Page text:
Great vid & spot on advice!


  24. #24
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    Good freakin' grief!
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  25. #25
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    I'm pretty sure Katz has made the point here. That's some pretty slick riding. You being a couple years older than me is going to make my age a lame excuse for the reason I don't do stuff like that any more. Back in the day, we used to bunny hop trash cans out in the street on BMX bikes, and I can still make my Anthem 29'er do a very respectable height/distance - but then I'm clipless doing that too. Last time I tried to bunny hop without clipless, I very nearly hurt myself. Of course, if I had actually put flats on to try it, rather than trying to ride with my not-quite-walmart steel toed boots on my clipless pedals, that may have turned out differently.

    Short version - all of what you're talking about can be done on most FS 29ers, it's just a matter of how much effort you have to put into it to do it, and changing technique a little to allow for suspension. All of these things are easier on my rigid SS 29er than my FS bike.

  26. #26
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    QuickTip #114: When practicing manuals, swap your clipless pedals for platforms.
    QuickTip #115: If ignoring QuickTip #114, wear a helmet, your biggest hydration pack, two pairs of padded baggies and gloves
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  27. #27
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    Quote Originally Posted by OldZaskar View Post
    QuickTip #114: When practicing manuals, swap your clipless pedals for platforms.
    QuickTip #115: If ignoring QuickTip #114, wear a helmet, your biggest hydration pack, two pairs of padded baggies and gloves
    QuickTip #116: If ignoring QuickTips #114 and #115, remember a light squeeze on the back brake will stop you from abruptly landing on your tailbone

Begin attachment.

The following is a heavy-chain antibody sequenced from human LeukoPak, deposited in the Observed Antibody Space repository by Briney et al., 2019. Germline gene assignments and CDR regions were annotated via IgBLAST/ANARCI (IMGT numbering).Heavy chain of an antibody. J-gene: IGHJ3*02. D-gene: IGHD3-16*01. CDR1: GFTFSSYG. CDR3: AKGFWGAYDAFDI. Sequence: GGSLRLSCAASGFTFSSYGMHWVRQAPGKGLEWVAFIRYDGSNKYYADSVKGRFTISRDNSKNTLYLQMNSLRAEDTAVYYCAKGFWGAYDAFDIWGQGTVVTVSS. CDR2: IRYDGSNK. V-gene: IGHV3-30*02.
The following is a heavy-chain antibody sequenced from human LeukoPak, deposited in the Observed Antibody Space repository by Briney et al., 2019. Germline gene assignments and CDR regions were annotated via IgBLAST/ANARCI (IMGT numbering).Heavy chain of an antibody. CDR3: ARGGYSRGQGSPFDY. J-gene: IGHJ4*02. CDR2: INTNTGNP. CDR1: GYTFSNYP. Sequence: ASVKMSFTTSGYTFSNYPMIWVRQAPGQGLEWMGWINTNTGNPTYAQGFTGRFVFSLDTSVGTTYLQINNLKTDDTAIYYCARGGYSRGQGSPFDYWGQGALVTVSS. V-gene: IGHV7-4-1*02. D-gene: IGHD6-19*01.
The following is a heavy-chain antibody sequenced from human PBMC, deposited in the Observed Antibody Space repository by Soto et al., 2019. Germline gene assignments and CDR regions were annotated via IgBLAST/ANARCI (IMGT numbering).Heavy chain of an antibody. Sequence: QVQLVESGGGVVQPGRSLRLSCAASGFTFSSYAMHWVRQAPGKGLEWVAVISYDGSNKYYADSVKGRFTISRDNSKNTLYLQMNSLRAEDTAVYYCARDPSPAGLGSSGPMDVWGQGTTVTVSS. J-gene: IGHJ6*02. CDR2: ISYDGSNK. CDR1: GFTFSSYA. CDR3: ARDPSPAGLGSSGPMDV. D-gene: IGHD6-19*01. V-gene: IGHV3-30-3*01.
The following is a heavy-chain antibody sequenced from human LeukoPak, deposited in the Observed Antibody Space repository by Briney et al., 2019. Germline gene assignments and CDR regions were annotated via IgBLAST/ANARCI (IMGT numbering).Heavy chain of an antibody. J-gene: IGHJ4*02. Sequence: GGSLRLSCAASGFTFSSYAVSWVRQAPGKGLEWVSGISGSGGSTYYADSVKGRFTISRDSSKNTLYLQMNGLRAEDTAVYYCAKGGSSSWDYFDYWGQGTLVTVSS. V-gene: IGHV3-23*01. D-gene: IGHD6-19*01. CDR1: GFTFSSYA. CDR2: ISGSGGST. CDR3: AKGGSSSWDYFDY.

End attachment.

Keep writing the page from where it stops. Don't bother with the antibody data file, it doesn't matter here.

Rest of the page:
Chasing bears through the woods drunk with a dull hatchet is strongly not advised

  28. #28
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    Quote Originally Posted by Cotharyus View Post
    ...and I can still make my Anthem 29'er do a very respectable height/distance - but then I'm clipless doing that too...
    My personal feeling on that matter is...

    It's ideal to learn these skills on flats, but if you are learning them strictly for the purpose of making trail riding more enjoyable, I think it's perfectly fine to rely on clipless pedals.

    That said, some skills are simply safer to learn on flats, or at least not clipped in.

  29. #29
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    Absolutely. An stability can be a bad thing.

  30. #30
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    dirtaoist, thanks for asking the question. Katz, thanks for the great videos in your replies.
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  31. #31
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    You're welcome. Glad I could offer some help.

  32. #32
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    Quote Originally Posted by bsdc View Post
    In the 29er world, I think the most unstable FS bikes are the Lenz bikes. The relatively high bottom bracket and short chainstay make them great for tossing around.
    Unstable? I'd disagree. High BB? Relative. Maneuverable? Yep.

    My '05 Behemoth remains my most funnerest FS 29er ever and I've owned/ridden many. My '11 SJ FSR is more planted but not as *fun*. My first gen Ventana El Capitan was a mixed bag. The front end of the 'Moth comes up predictably and effortlessly and the stout/short rear end is a hoot.
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  33. #33
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    Quote Originally Posted by Soupboy View Post
    Unstable? I'd disagree. High BB? Relative. Maneuverable? Yep.

    My '05 Behemoth remains my most funnerest FS 29er ever and I've owned/ridden many. My '11 SJ FSR is more planted but not as *fun*. My first gen Ventana El Capitan was a mixed bag. The front end of the 'Moth comes up predictably and effortlessly and the stout/short rear end is a hoot.